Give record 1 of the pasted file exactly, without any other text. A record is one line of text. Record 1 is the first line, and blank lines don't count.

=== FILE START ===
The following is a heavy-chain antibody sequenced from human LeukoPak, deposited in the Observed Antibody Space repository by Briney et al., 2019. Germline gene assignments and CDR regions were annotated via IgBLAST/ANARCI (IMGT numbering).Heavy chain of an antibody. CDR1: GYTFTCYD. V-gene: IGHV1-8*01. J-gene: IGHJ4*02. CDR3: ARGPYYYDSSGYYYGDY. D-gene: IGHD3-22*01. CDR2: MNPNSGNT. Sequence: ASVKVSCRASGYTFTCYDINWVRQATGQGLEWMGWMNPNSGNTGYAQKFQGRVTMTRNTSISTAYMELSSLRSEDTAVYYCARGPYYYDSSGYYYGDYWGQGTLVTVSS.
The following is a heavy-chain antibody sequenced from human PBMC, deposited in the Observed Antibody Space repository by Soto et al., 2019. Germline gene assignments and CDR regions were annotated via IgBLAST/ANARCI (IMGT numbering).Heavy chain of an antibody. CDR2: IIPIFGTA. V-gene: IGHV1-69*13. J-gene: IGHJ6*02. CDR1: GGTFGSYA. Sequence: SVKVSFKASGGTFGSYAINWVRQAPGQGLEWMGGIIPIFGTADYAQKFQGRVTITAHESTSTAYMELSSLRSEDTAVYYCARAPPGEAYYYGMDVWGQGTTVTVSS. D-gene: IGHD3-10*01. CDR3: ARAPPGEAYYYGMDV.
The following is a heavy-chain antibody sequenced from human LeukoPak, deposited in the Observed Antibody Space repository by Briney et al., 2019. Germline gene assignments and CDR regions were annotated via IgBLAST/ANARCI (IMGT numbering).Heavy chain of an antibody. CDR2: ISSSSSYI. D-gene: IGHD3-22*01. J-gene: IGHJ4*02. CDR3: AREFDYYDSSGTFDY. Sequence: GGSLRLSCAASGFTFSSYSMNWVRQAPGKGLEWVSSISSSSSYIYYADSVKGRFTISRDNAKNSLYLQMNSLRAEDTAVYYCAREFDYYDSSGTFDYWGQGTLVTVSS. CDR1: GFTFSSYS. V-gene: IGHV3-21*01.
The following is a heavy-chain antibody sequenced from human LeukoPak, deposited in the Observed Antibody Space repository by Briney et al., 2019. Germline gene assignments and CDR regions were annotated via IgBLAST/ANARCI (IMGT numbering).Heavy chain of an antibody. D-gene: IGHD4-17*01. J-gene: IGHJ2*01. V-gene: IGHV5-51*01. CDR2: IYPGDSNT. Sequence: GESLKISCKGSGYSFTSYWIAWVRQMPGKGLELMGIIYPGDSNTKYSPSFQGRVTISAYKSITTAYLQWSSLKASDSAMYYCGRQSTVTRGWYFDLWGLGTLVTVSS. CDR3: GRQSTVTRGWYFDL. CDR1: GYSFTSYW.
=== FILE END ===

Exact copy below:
The following is a heavy-chain antibody sequenced from human LeukoPak, deposited in the Observed Antibody Space repository by Briney et al., 2019. Germline gene assignments and CDR regions were annotated via IgBLAST/ANARCI (IMGT numbering).Heavy chain of an antibody. CDR1: GYTFTCYD. V-gene: IGHV1-8*01. J-gene: IGHJ4*02. CDR3: ARGPYYYDSSGYYYGDY. D-gene: IGHD3-22*01. CDR2: MNPNSGNT. Sequence: ASVKVSCRASGYTFTCYDINWVRQATGQGLEWMGWMNPNSGNTGYAQKFQGRVTMTRNTSISTAYMELSSLRSEDTAVYYCARGPYYYDSSGYYYGDYWGQGTLVTVSS.